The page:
October 27, 2004

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China's middle class

The China Daily takes a look at China's middle stratum, noting that "middle class" is considered politically incorrect in China and middle stratum is more acceptable.

A report from the Chinese Academy of Social Sciences says the middle class was 19% of China's 1.3 billion population. With projected income and economic growth, this should reach 40% of the total by 2020, according to the report. The definition is a family with assets between Yuan 150,000 - 300,000 (about US$18,000 to US$36,000).

Regardless of the exact number China is rapidly gaining a class of people who are increasing in affluence and disposable income. If they can overcome their natural inclination to save (Chinese private savings are as much as 25% of income, compared to low single figures in many Western countries) China's consumers will become a factor in global consumption. But they will not become the solution to all companies' growth questions in the years to come. Look at those numbers again. We're talking about families with total assets of about US$25,000 on average. Sure the cost of goods is lower in China and on a purchasing parity basis this amount gets you more bang for your buck. But it does not mean that suddenly Chinese consumers will imitate Western ones in both the quantum and pattern of consumption. The rapid growth in Chinese wealth is great but there is still a massive gap to catch up to Western consumption and wealth levels. China's GDP is just over US$1,000 per person; Hong Kong's is over US$27,000 per persno.

This leads to the next problem: the growing inequality in wealth distribution in China. I've talked previously of the growing differences between the rich urban coast and poor rural interior in China. In Communist China the Gini coefficient has now risen to 0.39 against the international average of 0.40*. China's farmers earn on average US$317 per year, which has risen 4% in 2003 despite boom times for rural China. So in fact the urban rich have average incomes far higher than the per capita GDP suggests. As my pervious post put it, there are two Chinas: a wealthy coastal urban China that is rapidly becoming like the West and a poor rural army of peasants struggling to divine any benefits from China's new wealth.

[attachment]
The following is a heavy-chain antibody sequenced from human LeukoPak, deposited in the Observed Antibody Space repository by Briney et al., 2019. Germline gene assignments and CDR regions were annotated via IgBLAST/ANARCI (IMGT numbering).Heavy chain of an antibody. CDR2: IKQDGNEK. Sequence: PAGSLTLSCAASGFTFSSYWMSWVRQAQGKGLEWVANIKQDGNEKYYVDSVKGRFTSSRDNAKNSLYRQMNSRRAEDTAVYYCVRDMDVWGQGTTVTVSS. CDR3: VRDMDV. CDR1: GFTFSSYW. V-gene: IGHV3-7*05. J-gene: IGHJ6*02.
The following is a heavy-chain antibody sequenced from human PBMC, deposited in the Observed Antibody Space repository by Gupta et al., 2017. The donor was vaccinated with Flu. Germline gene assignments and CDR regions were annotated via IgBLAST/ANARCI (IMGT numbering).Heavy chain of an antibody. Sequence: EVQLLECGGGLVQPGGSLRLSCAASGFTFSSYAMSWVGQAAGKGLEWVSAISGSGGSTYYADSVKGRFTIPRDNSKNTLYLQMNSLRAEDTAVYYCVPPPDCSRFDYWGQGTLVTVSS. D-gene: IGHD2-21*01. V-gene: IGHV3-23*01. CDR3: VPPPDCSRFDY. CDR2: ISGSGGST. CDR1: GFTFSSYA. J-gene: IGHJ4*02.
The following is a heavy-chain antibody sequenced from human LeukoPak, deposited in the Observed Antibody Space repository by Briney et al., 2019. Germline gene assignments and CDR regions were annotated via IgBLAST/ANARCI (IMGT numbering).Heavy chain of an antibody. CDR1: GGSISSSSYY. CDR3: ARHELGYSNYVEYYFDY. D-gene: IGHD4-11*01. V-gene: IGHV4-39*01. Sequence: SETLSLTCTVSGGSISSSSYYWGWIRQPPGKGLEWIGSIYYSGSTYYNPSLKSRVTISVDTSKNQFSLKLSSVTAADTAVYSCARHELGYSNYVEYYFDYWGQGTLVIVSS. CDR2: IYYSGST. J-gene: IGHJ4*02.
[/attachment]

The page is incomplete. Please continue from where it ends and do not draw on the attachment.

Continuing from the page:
This presents the Chinese leadership with two challenges. Firstly they need to ensure that this second, poor China gathers at least some of the benefits of this new golden age of Chinese economic expansion. The Communists based themselves and their legitimacy on representing the peasantry and advancing their interests. At the same time the leadership need to deal with a growing group that have something worth protecting in terms of assets and lifestyle. While the emergence of China's middle class is at an early stage, it is going to pose a growing challenge to China's governance.

* 0 means perfect equality; 1 means all wealth is in the hands of only one person

posted by Simon on 10.27.04 at 12:36 PM in the


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Simon's China and East Asia Briefing: 30th Nov 2004
Excerpt: The following is a digest of highlights from the past month's Asia by Blog series over at simonworld.mu.nu. The round-up has four key areas of focus: China, Taiwan & Hong Kong (Politics, Economy & lifestyle, History sport & culture, Information), Korea...
Weblog: Winds of Change.NET
Tracked: November 30, 2004 01:54 PM


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